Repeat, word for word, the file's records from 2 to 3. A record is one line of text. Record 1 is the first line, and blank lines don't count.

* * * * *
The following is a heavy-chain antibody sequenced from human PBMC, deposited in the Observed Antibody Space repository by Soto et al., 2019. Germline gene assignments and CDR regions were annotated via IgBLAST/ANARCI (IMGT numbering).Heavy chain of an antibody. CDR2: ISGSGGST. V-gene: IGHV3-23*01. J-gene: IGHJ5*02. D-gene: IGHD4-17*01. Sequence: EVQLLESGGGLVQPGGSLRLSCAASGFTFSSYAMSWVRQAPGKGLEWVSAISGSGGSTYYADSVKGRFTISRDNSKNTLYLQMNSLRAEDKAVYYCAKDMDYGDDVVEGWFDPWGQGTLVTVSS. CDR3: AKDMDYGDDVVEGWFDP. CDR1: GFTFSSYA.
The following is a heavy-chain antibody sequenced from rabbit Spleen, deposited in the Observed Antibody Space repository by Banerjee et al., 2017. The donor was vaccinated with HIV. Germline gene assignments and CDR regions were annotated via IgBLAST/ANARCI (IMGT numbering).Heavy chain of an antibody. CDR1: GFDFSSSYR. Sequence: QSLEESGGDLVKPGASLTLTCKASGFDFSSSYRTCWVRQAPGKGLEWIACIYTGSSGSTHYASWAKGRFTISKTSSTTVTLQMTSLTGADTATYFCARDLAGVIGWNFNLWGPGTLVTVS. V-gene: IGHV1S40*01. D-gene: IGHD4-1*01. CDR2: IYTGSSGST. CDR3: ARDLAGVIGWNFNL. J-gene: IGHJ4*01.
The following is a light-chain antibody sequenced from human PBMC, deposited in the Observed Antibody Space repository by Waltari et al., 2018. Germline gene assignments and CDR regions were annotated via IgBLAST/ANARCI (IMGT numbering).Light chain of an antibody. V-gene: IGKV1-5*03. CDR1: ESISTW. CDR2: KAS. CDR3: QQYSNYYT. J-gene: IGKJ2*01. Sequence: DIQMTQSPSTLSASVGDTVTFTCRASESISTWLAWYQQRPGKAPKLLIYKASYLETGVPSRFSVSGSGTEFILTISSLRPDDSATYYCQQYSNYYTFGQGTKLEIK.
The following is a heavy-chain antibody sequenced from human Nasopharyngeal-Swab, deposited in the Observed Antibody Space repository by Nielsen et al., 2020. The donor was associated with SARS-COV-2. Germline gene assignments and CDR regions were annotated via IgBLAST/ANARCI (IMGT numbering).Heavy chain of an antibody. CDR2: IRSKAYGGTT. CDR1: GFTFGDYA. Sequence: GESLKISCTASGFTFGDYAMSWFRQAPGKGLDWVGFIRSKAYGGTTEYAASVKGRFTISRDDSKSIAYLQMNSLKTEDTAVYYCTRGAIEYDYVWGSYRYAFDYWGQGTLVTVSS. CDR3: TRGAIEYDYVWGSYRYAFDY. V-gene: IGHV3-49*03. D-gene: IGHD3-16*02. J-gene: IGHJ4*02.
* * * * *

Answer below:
The following is a heavy-chain antibody sequenced from rabbit Spleen, deposited in the Observed Antibody Space repository by Banerjee et al., 2017. The donor was vaccinated with HIV. Germline gene assignments and CDR regions were annotated via IgBLAST/ANARCI (IMGT numbering).Heavy chain of an antibody. CDR1: GFDFSSSYR. Sequence: QSLEESGGDLVKPGASLTLTCKASGFDFSSSYRTCWVRQAPGKGLEWIACIYTGSSGSTHYASWAKGRFTISKTSSTTVTLQMTSLTGADTATYFCARDLAGVIGWNFNLWGPGTLVTVS. V-gene: IGHV1S40*01. D-gene: IGHD4-1*01. CDR2: IYTGSSGST. CDR3: ARDLAGVIGWNFNL. J-gene: IGHJ4*01.
The following is a light-chain antibody sequenced from human PBMC, deposited in the Observed Antibody Space repository by Waltari et al., 2018. Germline gene assignments and CDR regions were annotated via IgBLAST/ANARCI (IMGT numbering).Light chain of an antibody. V-gene: IGKV1-5*03. CDR1: ESISTW. CDR2: KAS. CDR3: QQYSNYYT. J-gene: IGKJ2*01. Sequence: DIQMTQSPSTLSASVGDTVTFTCRASESISTWLAWYQQRPGKAPKLLIYKASYLETGVPSRFSVSGSGTEFILTISSLRPDDSATYYCQQYSNYYTFGQGTKLEIK.